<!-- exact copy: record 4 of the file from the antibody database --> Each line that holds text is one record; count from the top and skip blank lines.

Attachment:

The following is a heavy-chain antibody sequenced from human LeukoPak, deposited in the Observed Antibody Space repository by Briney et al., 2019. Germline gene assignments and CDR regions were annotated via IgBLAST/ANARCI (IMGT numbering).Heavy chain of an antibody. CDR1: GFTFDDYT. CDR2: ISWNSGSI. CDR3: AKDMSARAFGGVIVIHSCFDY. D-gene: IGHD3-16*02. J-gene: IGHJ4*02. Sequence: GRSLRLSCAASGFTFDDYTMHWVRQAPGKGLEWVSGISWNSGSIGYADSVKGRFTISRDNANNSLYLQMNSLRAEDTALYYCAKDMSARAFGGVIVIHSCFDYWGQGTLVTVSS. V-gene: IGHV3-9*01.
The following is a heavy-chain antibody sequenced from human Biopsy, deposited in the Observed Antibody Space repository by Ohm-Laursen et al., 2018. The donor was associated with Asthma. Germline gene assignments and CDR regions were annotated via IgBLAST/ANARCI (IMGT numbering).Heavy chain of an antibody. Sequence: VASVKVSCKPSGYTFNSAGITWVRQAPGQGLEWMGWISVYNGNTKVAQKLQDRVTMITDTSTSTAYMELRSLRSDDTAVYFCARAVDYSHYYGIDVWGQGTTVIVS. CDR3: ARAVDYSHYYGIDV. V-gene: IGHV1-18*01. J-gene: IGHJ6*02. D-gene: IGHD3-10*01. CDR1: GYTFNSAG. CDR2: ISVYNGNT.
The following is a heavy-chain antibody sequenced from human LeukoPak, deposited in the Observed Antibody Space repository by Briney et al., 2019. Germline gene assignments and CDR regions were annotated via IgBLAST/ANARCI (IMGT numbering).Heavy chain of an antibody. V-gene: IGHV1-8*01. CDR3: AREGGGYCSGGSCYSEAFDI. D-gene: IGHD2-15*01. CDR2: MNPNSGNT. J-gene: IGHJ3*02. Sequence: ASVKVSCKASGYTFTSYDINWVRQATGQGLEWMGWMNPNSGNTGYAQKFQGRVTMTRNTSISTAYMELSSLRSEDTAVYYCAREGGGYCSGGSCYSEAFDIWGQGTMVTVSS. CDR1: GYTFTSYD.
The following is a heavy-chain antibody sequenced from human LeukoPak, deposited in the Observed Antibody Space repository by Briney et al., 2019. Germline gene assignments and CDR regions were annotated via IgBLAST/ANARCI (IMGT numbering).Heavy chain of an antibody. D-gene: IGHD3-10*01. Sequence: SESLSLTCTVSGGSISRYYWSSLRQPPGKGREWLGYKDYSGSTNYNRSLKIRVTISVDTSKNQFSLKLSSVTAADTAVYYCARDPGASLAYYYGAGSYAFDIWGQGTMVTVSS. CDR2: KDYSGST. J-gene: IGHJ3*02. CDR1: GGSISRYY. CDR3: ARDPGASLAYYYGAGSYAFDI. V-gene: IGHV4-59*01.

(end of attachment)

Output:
The following is a heavy-chain antibody sequenced from human LeukoPak, deposited in the Observed Antibody Space repository by Briney et al., 2019. Germline gene assignments and CDR regions were annotated via IgBLAST/ANARCI (IMGT numbering).Heavy chain of an antibody. D-gene: IGHD3-10*01. Sequence: SESLSLTCTVSGGSISRYYWSSLRQPPGKGREWLGYKDYSGSTNYNRSLKIRVTISVDTSKNQFSLKLSSVTAADTAVYYCARDPGASLAYYYGAGSYAFDIWGQGTMVTVSS. CDR2: KDYSGST. J-gene: IGHJ3*02. CDR1: GGSISRYY. CDR3: ARDPGASLAYYYGAGSYAFDI. V-gene: IGHV4-59*01.